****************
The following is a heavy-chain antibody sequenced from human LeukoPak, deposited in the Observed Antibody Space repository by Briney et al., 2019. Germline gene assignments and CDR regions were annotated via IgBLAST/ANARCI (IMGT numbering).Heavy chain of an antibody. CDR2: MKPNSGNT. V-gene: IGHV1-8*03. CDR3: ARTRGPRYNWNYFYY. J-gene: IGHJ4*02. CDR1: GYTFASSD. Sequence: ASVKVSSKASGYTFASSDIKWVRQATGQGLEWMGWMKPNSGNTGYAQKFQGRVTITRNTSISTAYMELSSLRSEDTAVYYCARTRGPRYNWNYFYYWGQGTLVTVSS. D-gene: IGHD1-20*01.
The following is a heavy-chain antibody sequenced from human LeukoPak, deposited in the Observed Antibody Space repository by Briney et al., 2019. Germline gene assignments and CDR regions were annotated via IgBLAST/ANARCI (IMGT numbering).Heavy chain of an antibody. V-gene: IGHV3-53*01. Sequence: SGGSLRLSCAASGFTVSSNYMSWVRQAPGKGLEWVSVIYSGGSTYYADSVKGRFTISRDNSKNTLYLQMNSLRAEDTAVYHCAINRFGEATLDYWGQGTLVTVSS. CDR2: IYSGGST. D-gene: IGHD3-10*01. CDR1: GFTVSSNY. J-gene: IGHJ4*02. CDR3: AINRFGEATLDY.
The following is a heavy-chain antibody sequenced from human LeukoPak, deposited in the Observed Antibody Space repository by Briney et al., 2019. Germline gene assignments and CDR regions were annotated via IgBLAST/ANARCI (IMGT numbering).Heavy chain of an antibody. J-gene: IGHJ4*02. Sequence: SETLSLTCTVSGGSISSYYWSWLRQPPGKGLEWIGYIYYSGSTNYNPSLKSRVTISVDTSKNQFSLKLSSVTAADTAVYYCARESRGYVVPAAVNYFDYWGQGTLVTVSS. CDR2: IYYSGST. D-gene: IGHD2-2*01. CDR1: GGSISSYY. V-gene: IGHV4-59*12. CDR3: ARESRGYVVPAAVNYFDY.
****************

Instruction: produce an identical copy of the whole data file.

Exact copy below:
The following is a heavy-chain antibody sequenced from human LeukoPak, deposited in the Observed Antibody Space repository by Briney et al., 2019. Germline gene assignments and CDR regions were annotated via IgBLAST/ANARCI (IMGT numbering).Heavy chain of an antibody. CDR2: MKPNSGNT. V-gene: IGHV1-8*03. CDR3: ARTRGPRYNWNYFYY. J-gene: IGHJ4*02. CDR1: GYTFASSD. Sequence: ASVKVSSKASGYTFASSDIKWVRQATGQGLEWMGWMKPNSGNTGYAQKFQGRVTITRNTSISTAYMELSSLRSEDTAVYYCARTRGPRYNWNYFYYWGQGTLVTVSS. D-gene: IGHD1-20*01.
The following is a heavy-chain antibody sequenced from human LeukoPak, deposited in the Observed Antibody Space repository by Briney et al., 2019. Germline gene assignments and CDR regions were annotated via IgBLAST/ANARCI (IMGT numbering).Heavy chain of an antibody. V-gene: IGHV3-53*01. Sequence: SGGSLRLSCAASGFTVSSNYMSWVRQAPGKGLEWVSVIYSGGSTYYADSVKGRFTISRDNSKNTLYLQMNSLRAEDTAVYHCAINRFGEATLDYWGQGTLVTVSS. CDR2: IYSGGST. D-gene: IGHD3-10*01. CDR1: GFTVSSNY. J-gene: IGHJ4*02. CDR3: AINRFGEATLDY.
The following is a heavy-chain antibody sequenced from human LeukoPak, deposited in the Observed Antibody Space repository by Briney et al., 2019. Germline gene assignments and CDR regions were annotated via IgBLAST/ANARCI (IMGT numbering).Heavy chain of an antibody. J-gene: IGHJ4*02. Sequence: SETLSLTCTVSGGSISSYYWSWLRQPPGKGLEWIGYIYYSGSTNYNPSLKSRVTISVDTSKNQFSLKLSSVTAADTAVYYCARESRGYVVPAAVNYFDYWGQGTLVTVSS. CDR2: IYYSGST. D-gene: IGHD2-2*01. CDR1: GGSISSYY. V-gene: IGHV4-59*12. CDR3: ARESRGYVVPAAVNYFDY.